Wendy Snowdon is a descendent of the Caton family. In April 2007 she posted an entry on the ‘Guest Book’ page of http://www.blackmorevillage.co.uk/ .
Entry on Message Board
Hi there. My gtx3 grandfather, William Caton and his wife, Lydia, lived at Wenlocks, Blackmore (Essex). William was born at Blackmore in c1797.
Henry Caton, brother to William, ran the butcher shop (1841 census). Gtx3 grandfather William and wife Lydia moved to Jennings Farm in Blackmore (1851 census).
The Catons (and there were plenty of them!) all seemed to have been born in Blackmore and most seemed to have died either there or Norton Mandeville.
My Gtx2.Grandfather was William Oliver Caton, he was born 1820 at Blackmore the son of William Caton and Lydia Oliver. He is shown on the 1841 census at Diggins in Willingale. He is buried in the churchyard opposite the former "Bell" public house.
My Gt.Grandfather was Robert Alfred Francis (of Willingale) and he married Clara Lydia Ann Caton (who is also buried in Willingale churchyard) in fact three Francis brothers married three Caton sisters!
Abraham Caton (1821-1897) brother of William Oliver Caton built a house at Blackmore called "The Rookery".
My ancestors are buried in St Laurence cemetery. I have visited lots of times and love the village.
I know quite a lot about my Catons but have no photos of them. Does any one out there have any? Perhaps long forgotten in an attic? Would love to see some.
My Gtx4 grandfather, Henry Caton (born 1760 died 1835) married Hester Burrell whose parents owned The Bull public house.
John Caton, nephew to William, emigrated to New Zealand in the 1800s. He staked a piece of land out there and named it "Catons Bay". He died in Australia in 1914.
Are there any Catons still living in the village?
Would love to hear from you.
Reply (April 2007)
I am always keen to help with people’s family history enquiries, if I am able, so E mailed an extract from my booklet 'Hatched Matched and Despatched'.
As we move into the nineteenth century more detail is given in the Registers [Source: Essex Record Office. D/CR 38. This is a Bishop’s transcript of Baptisms, Marriages and Burials, 1812 – 1865.]. For example of the 170 children baptised from 1812 to 1821, over one half have fathers who were labourers. There is the nobility: Esquire, appearing on five occasions and “base born” or “single woman”, appearing on ten occasions. Various professions and trades occur as expected: surgeon, farmer, bricklayer, carpenter, sawyer, baker, blacksmith, butcher, shopkeeper and grocer. The most intriguing is recorded in 1814: “soldier 69th Rgt” (William Horshin), probably serving at that time in the Napoleonic War.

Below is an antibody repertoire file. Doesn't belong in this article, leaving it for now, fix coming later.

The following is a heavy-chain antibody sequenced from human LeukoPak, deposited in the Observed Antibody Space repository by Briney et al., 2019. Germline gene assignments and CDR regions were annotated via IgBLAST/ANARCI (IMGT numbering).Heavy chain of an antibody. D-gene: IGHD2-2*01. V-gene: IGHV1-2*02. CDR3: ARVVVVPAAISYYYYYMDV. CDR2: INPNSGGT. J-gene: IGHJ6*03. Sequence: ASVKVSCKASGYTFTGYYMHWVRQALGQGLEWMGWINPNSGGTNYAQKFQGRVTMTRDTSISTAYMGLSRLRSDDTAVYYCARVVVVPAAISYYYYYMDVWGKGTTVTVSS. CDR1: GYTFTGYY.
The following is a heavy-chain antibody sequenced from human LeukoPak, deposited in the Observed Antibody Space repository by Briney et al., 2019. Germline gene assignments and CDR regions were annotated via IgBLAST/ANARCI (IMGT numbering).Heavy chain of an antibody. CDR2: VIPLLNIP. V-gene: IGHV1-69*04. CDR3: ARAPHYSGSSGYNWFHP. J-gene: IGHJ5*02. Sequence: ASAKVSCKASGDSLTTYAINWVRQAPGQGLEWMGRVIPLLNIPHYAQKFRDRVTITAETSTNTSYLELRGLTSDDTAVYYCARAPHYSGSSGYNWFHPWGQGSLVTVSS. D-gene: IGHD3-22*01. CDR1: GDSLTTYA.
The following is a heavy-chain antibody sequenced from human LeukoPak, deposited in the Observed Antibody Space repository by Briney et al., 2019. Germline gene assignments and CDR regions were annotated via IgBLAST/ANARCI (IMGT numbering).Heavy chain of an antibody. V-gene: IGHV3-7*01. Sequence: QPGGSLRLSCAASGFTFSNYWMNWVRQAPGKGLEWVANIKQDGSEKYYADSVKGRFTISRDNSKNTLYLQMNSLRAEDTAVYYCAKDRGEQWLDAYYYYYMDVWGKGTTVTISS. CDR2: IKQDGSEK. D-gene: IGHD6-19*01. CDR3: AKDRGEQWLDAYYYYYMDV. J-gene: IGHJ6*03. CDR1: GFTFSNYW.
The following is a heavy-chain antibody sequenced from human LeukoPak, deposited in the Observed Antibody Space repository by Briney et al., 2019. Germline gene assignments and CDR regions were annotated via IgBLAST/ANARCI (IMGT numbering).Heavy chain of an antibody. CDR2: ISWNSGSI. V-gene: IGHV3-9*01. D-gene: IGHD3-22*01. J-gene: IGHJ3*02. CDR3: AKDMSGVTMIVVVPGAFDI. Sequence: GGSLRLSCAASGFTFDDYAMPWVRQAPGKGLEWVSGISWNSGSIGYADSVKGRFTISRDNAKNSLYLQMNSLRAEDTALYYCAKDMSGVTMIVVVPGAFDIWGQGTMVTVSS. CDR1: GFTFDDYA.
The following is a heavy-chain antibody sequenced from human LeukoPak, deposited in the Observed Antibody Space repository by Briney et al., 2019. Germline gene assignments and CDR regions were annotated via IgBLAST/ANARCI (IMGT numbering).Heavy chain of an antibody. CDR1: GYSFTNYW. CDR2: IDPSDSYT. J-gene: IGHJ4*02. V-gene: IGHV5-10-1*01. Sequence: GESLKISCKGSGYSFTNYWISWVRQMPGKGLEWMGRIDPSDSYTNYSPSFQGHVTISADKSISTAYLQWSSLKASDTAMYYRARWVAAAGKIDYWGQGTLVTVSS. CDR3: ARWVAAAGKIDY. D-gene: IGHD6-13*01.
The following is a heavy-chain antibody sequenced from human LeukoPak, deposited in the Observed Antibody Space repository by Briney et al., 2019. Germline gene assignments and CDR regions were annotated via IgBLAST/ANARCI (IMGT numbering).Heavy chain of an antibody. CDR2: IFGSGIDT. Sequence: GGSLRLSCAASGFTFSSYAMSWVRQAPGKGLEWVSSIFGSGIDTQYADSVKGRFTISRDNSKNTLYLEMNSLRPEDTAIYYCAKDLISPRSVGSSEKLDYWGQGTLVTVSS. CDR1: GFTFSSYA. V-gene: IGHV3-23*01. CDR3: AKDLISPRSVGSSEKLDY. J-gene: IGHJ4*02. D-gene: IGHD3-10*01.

Other professions found in the baptismal transcripts for the period include an egg merchant (1826), gardener (by the name of Bush!: 1829), cow doctor (1829), church clerk (named John Sutton, 1834), schoolmaster (1836) and hay binder (1842). There is also a reference to a goldsmith (1826) but his abode was London.
In 1821 there were nine burials, but four children were from the same family: Eliza Sitch (buried 13th October, age 6), James (17th October, 14), William (23rd October, 1), and Hannah (7th November, 4). (For more information, refer to 'Sitch Family History' on this site).
Child mortality remained high. In the first ten years of Queen Victoria’s reign (1837 to 1846) there were 93 burials. Of these, 12 were described as infants and a further 24 children under the age of ten, i.e. a death rate of 39 per cent before adulthood.
In 1845, two of the longest lived, Abraham Shuttleworth, aged 80 and Richard Stones, aged 87, ended their days in the Ongar Union Workhouse (at Stanford Rivers) where the poor were sent from the parish of Blackmore. The reorganisation of poor relief from 1834 (Poor Law Amendment Act) transferred responsibility away from the parish to a Board of Guardians.
William Caton was the Overseer for Blackmore and also Churchwarden.
Another Caton, Henry, was a butcher by trade. His father, buried on 9th October 1835, age 75, is described as “Henry Caton, Senior”.
Henry Caton married Ann Clark on 9th February 1813. They had nine children:
Henry: Baptised 7th November 1813
Harriott: Baptised 2nd April 1815
James: Baptised 13th November 1817
John: Baptised 31st May 1818
Ann Elizabeth: Baptised 13th February 1820
Emma: Baptised 24th February 1822
Charles: Burial recorded as 11th September 1823, Infant.
Esther: 7th March 1824
Stephen: 16th June 1827
Although Henry lived until 1858 and Ann to 1862, their children’s marriages are not recorded at Blackmore. There are two possible reasons. Firstly, after 1836, civil marriages were permitted. Secondly, and more plausible, the offspring probably migrated from the parish.